Rosie the Riveter is an iconic image of World War II. It is a symbol of women toiling on assembly lines all over our country. These strong women stepped up to fill the void left by the brave men fighting abroad to safeguard our freedom. Many Rosies had husbands, brothers, and sons fighting on the front lines.
The concept of Rosie the Riveter came from a hit song written in 1942 about the tireless women working on the assembly lines. Images of women welders and riveters were widespread and were used to encourage women to wartime service in factories. Rosie the Riveter was most closely associated with Rose Monroe who moved to Michigan from Kentucky. She worked at the Willow Run Aircraft Factory in Ypsilanti. The bomber plant was constructed in 1941 by Ford Motor Company for the mass production of the B-24 bomber. Rose was chosen to star in a promotional film about the war effort at home.
Until I attended a program on Rosie the Riveter, I was unaware of the scope of the Rosie’s contribution to the war effort. These amazing women were not only riveters but sanders, welders, parachute folders and shipyard workers. Working outside the home, many for the first time, contributed financially to the household. Many of these women banded together to share chores such as cooking, cleaning, and helping with child-rearing. These women developed a strong sense of identity as skilled, independent workers. They expressed a profound feeling of personal accomplishment and a newfound sense of self-worth.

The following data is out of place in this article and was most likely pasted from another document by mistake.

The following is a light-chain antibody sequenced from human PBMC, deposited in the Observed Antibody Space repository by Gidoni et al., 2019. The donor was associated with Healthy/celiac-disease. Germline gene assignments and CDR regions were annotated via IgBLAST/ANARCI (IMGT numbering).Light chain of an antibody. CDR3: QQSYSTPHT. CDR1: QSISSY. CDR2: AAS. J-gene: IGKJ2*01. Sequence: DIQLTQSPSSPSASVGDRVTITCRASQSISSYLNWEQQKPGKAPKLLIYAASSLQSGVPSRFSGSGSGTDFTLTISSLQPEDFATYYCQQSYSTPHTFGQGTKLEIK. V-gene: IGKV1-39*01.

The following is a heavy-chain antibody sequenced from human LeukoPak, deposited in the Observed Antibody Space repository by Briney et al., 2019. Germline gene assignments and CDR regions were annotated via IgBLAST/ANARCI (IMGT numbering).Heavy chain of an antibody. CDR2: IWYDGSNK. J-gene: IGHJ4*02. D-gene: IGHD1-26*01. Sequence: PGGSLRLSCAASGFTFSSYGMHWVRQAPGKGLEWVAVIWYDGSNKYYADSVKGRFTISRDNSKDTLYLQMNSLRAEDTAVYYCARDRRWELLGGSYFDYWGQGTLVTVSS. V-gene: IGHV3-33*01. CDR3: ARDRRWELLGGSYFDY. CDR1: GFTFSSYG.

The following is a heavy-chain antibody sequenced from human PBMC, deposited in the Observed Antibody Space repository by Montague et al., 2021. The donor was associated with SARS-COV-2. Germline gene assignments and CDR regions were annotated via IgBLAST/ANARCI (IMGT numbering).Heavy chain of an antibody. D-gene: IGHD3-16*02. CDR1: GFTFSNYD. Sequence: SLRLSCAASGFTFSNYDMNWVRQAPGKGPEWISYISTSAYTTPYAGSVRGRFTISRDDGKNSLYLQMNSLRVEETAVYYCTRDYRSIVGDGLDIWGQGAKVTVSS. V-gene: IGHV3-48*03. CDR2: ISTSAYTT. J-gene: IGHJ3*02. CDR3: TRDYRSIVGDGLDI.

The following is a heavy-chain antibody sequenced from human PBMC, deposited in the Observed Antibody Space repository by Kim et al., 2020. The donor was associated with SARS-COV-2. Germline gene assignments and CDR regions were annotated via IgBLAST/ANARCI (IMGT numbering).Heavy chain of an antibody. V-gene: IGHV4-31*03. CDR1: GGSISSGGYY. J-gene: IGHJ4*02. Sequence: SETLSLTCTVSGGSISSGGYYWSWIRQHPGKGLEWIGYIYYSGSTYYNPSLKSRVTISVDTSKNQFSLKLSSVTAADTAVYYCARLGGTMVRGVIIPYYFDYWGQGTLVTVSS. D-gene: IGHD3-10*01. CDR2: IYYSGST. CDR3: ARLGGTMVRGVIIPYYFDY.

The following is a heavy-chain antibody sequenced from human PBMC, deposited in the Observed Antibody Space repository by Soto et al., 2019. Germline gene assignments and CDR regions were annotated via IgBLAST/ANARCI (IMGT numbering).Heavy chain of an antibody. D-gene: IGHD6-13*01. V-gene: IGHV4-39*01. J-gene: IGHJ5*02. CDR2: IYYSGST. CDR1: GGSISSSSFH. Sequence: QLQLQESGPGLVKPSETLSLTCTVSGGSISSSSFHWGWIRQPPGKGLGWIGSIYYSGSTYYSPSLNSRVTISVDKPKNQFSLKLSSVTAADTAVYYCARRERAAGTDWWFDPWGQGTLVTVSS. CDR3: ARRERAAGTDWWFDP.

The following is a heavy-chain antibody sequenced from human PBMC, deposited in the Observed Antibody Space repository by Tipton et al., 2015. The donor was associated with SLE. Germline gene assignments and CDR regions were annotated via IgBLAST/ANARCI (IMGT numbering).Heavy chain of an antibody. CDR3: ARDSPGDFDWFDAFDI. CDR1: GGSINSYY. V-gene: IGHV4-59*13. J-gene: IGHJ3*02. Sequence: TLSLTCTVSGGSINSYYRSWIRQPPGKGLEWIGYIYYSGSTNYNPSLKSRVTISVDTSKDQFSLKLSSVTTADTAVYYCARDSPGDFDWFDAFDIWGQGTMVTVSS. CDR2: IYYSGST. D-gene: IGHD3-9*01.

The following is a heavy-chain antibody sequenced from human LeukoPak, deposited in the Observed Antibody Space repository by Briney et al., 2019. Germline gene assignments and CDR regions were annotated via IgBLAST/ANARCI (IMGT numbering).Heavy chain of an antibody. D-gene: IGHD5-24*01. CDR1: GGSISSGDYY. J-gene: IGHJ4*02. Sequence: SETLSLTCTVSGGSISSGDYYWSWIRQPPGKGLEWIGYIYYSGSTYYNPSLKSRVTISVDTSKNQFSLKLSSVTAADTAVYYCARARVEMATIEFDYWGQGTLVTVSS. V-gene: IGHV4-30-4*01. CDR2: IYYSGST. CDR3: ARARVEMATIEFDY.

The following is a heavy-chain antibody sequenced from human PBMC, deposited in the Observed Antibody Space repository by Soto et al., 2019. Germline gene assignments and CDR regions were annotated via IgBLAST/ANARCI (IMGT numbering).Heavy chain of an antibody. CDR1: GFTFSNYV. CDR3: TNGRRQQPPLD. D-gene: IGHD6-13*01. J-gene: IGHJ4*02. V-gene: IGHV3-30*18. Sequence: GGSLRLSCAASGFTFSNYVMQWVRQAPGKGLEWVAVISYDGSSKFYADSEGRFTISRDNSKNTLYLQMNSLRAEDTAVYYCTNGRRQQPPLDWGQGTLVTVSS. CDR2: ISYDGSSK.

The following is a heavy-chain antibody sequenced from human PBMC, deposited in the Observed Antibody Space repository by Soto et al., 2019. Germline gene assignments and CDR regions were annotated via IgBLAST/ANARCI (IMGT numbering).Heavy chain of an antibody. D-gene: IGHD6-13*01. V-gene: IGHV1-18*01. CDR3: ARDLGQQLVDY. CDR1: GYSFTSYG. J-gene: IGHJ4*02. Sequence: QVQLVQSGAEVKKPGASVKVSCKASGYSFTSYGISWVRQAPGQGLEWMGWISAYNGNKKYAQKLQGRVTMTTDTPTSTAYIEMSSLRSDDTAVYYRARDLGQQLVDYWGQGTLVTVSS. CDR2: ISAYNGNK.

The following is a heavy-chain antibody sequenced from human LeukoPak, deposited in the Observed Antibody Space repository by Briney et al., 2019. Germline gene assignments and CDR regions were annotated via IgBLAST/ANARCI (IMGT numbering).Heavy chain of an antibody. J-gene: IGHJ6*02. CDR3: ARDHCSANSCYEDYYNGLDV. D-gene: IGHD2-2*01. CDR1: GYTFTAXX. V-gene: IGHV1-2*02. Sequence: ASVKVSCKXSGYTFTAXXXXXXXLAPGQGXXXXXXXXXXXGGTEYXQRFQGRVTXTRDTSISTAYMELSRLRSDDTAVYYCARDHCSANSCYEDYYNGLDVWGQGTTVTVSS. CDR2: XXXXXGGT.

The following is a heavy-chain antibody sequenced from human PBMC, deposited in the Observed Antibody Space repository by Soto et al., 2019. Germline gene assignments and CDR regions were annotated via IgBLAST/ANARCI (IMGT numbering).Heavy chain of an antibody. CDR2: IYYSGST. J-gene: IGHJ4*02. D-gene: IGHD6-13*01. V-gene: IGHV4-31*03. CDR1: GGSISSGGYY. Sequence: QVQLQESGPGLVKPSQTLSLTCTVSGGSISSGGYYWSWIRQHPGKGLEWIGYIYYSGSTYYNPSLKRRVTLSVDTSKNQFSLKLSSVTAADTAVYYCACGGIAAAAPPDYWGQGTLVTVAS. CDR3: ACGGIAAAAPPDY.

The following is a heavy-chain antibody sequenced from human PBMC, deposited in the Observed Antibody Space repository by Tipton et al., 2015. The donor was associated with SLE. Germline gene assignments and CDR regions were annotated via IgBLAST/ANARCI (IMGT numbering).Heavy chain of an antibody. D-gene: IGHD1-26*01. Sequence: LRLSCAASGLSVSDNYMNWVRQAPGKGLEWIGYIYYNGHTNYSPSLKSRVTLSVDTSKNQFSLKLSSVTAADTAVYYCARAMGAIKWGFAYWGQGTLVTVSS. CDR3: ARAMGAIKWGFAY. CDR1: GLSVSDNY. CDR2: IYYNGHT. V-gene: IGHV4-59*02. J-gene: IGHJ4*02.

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When the war ended and the men came home, the women were laid off from the factory jobs. Many fought to remain in these jobs not wanting to return to work in the home, though few succeeded.
It was not just Michigan women who worked at Willow Run, thousands came from the south to find work in factories in the north. Rosies came from diverse backgrounds as well. Some were farmers, secretaries, housewives, and school teachers, all united for the war effort. Women of all ethnicities worked side by side. High School graduates worked alongside 70-year-olds.
One local Rosie is Betty Trumble of Marysville. As a young girl on the family farm in Smiths Creek, Betty and her sister grew vegetables in their garden that was then donated to the war effort.
Another Rosie was my late mother-in-law, Pat Sass of St. Clair. Pat worked in the office at the Chrysler plant in Marysville during the war.
The American Rosie the Riveter Association has chapters all over the country. Michigan’s Willow Run Chapter is located at Willow Run Airport. There is an honor wall that recognizes the contributions of local female home-front workers of World War II. Their goal is not only to honor these women but to promote patriotism and keep the Rosie legacy alive for future generations.